As a dog groomer, one of the most frustrating parts of my job is communicating with the client what kind of haircut they want. Too often, the client cannot verbalize what they want or have unrealistic expectations of me, and end up being upset when they don’t get what they envisioned. Below are some tips to help you get the haircut you want when you take your pet to the groomer.
Do your research and be able to communicate your expectations.
“Short” is not a length. My idea of short and your idea of short may be a couple of inches apart. Telling your groomer to take your dog short without using actual numbers is like going into the paint store and telling them you want to paint your house pink. Baby pink? Fushia pink? Petal pink? Carnation pink? How about Rose pink, or Blush pink? Perhaps a lovely Neon Pink?
1/2” is a length. Short is an adjective that leaves much to the imagination. If you are unsure of what length you want, ask your groomer to do a couple of test strips on your dog starting with the blade closest to your dogs' current coat length until you are satisfied with the length. I often have people come in, spread their fingers 2 inches apart, and ask me to leave their dog, who has no more than ¾” of hair on its body, that long. Consider if what you are asking for is even possible or logical for your dog.
If you are unable to communicate what you want, the result of the groom is not going to make you happy. Be prepared to describe how you want the ears, tail, face, feet and body to look. There are literally hundreds of ways we can groom a Shih Tzu, so don’t ask the groomer to “make her look like a Shih Tzu”. With so many options, it is up to you to tell us what you want. We are here to show you examples and give you some different options, but in the end, it’s the words you choose that will determine how your dog looks. Take the time to research, ask questions, and take notes to give your groomer for next time on what you did and didn’t like. It can take a few grooms before you get exactly what you are looking for!
People often bring in photos to show what they want, which is great…within reason. Every dog, even those of the same breed, has different hair types. What looks good on one yorkie may not look good on your yorkie because of difference in the texture of the hair, the shape of your dogs body, the condition the coat is in when you bring the dog in and even genetics. Bringing in a photo of a random dog from a calendar and expecting your own dog to look like that is not reasonable unless you take exceptional at home care of your dogs’ coat, which is not logical for most pet owners. Show grooming and pet grooming are very different things, and the care and time that goes into keeping show dog coats looking like that amounts to hours every DAY and professional expertise of the owner.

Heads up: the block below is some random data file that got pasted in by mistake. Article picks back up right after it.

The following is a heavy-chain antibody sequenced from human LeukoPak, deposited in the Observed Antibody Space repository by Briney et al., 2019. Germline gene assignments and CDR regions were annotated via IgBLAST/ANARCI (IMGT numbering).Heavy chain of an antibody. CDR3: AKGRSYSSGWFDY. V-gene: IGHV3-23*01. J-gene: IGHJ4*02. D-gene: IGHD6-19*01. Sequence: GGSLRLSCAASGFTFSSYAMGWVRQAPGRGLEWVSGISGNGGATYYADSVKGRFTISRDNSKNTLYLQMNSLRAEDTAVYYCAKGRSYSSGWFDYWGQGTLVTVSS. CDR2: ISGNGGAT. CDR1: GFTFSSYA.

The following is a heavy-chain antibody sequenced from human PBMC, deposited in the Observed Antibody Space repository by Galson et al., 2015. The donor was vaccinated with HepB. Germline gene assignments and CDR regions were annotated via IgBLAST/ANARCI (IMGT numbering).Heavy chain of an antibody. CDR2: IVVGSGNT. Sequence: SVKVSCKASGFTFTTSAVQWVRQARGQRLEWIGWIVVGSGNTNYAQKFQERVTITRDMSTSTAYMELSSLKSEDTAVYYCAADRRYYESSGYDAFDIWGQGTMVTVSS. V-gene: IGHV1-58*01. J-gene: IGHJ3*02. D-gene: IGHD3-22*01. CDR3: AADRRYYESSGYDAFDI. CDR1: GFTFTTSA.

If you have gotten a haircut you really liked for your dog, make a point of taking clear, full body photos of him or her sitting still to show any future groomers exactly what you do like. Ask the groomer to write down what blades and styles they used, so you can ask for that same thing next time. Don’t expect your groomer to remember what was done to your dog 6 months ago…we see a LOT of dogs of the same breed every week. It is your responsibility as an owner to know what you want and be able to articulate it to your groomer. If your spouse or child drops your dog off, be sure they have clear, written instructions to give the groomer.
Take care of your dog’s coat, or be prepared to get a haircut you are not thrilled with.
Groomers are unfortunately, not miracle workers. You can’t not brush your own hair for 6 months and expect your hairdresser to make you look like a celebrity. Don’t expect anything less from your dog groomer. Most hair breeds need to be groomed professionally every 6-8 weeks, PLUS be kept brushed out completely in between grooms by their owners. If you want a longer clip on your dog, you need to keep a strict grooming schedule, or be prepared to have your dog clipped shorter than you would like. Combing out matts on a dog is painful for them and time consuming for the groomer. Some groomers refuse to cause pain to the dogs for the sake of “cute”. If dematting does happen, it WILL cost you more money. Be prepared.
If you are unsure what methods and tools to use to keep your pet’s coat in good condition, just ask! Your groomer will be more than happy to show you how and advise you on what tools to purchase for your dogs coat type. Schedule your next appointment when you leave the previous one…that way you have a schedule that will keep your dog comfortable and looking nice, and you won’t be caught off guard by busy seasons or holidays and end up having to wait months to get another appointment once your dog is already overdue.